Apr 16, 2011

2011-WWF Safeguarding the Natural World FDC from GB

FDC Name:WWF Safeguarding the Natural World.
Issue date: 22nd MAR'2011
WWF is the world’s most experienced environmental charity and in 2011, it celebrates its 50th anniversary.Created in 1961, the World Wildlife Fund, as it was then known, was formed by a group of eminent wildlife experts who launched the conservation organisation to tackle environmental problems across the world.Royal Mail is issuing a total of 14 stamps to mark the anniversary of the foundation of the WWF. 2011 is the UN Year of Forests, and forests are the Post Europ theme and we will be celebrating this through a separate four-stamp miniature sheet that looks at the species of the Amazon Rain Forest.
1st Class – African Elephant
Elephants continue to face serious threats across their range. Although poaching of elephants for their ivory has declined since the 1989 worldwide ivory ban, a more long-term threat is the reduction of habitat in the face of expanding human populations.

1st Class – Mountain Gorilla
The mountain gorilla became known to science in 1902. Since then, they have endured uncontrolled hunting, war, disease, habitat destruction, and capture for the illegal pet trade.

1st Class – Siberian Tiger
The Amur or Siberian tiger is the largest sub-species of tiger and is primarily found in south-eastern Russia and northern China. In the 1960s it was close to extinction but its numbers recovered to around 450 today.
1st Class – Polar Bear
With 20-25,000 polar bears living in the wild, the species is not currently endangered, but its future is far from certain. If current warming trends continue, scientists believe that polar bears will be vulnerable to extinction within the next century.

1st Class – Amur Leopard
Due to extensive habitat loss and conflict with humans, the Amur leopard’s situation is critical. However, the fact that the Amur tiger recovered from a precarious state of less than 40 individuals some 60-70 years ago gives conservationists hope.

1st Class – Iberian Lynx
The Iberian lynx is classified as the world's most endangered cat. Habitat loss and degradation are contributing to this decline. Today, there are no more than 38 breeding females in the wild.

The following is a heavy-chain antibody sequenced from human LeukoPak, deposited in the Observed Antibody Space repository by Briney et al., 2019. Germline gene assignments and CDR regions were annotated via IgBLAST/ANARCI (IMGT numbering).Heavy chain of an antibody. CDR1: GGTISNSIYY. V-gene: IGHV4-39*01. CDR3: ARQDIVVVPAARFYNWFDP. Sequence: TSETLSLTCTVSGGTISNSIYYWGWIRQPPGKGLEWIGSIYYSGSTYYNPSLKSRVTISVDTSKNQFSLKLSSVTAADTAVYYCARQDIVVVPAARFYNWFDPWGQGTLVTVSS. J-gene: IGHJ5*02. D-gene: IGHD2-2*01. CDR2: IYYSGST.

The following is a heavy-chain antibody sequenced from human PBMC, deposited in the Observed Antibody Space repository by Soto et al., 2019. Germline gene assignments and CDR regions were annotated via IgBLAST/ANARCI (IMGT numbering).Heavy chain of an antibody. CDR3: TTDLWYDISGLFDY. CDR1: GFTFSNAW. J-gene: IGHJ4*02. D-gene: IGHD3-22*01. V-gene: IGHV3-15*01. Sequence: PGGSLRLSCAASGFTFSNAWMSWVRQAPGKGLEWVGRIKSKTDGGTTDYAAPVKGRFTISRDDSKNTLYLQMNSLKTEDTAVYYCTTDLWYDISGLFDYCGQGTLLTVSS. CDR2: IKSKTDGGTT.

1st Class - Red Panda
The word panda comes from the Nepalese “poonya” which means bamboo eater. The red panda is known as the red cat bear or lesser panda. While it may be “lesser” in size than the giant panda, both species are threatened by less habitat and deforestation.

1st Class – Black Rhinoceros
Relentless poaching has seen the number of black rhino decline. Pressure escalated during the 1970s and 1980s because of rising demand for rhino horn in Asia and the Middle East and between 1970 and 1992, the black rhino suffered a 96% decline in numbers.
1st Class – African Wild Dog
African wild dogs are the size of medium domestic dogs and their coats are mottled in shades of brown, black and beige. They have large, rounded ears and dark brown circles around their eyes. One of Africa’s most endangered carnivores it is Red listed as an endangered species.
1st Class – Golden Lion Tamarin
The golden lion tamarin is listed as endangered by the International Union for Conservation of Nature (IUCN). Only about 800 are left in the wild. The primary threats to this species’ survival are continued loss of forest habitat and population fragmentation due to agriculture and urban development.
WWF - Stamps Technical Details: 
Number of stamps-Ten
Design-Rose Design Consultants
Acknowledgements-African elephant © Bill Coster/Alamy; mountain gorilla © Steve Bloom/stevebloom.com; Siberian tiger © Konrad Wothe/Minden Pictures/National Geographic Stock; polar bear © Tom Mangelsen/naturepl.com; Amur leopard © Darren Green Photography/Alamy; Iberian lynx © Jose´ B Ruiz/naturepl.com; red panda © Heather Angel/Natural Visions; black rhinoceros © Art Wolfe/Getty Images; African wild dog © The Africa Image Library/Alamy; golden lion tamarin © Eric Gevaert/Alamy
Stamp Format-Square
Stamp Size-35mm x 35mm
Printer-Cartor Security Printing, Meaucé, France
Print Process-Lithography
Number per Sheet-25/50
Perforations-14.5 x 14
Phosphor-All over
Gum-PVA   (Source-Royal Mail)

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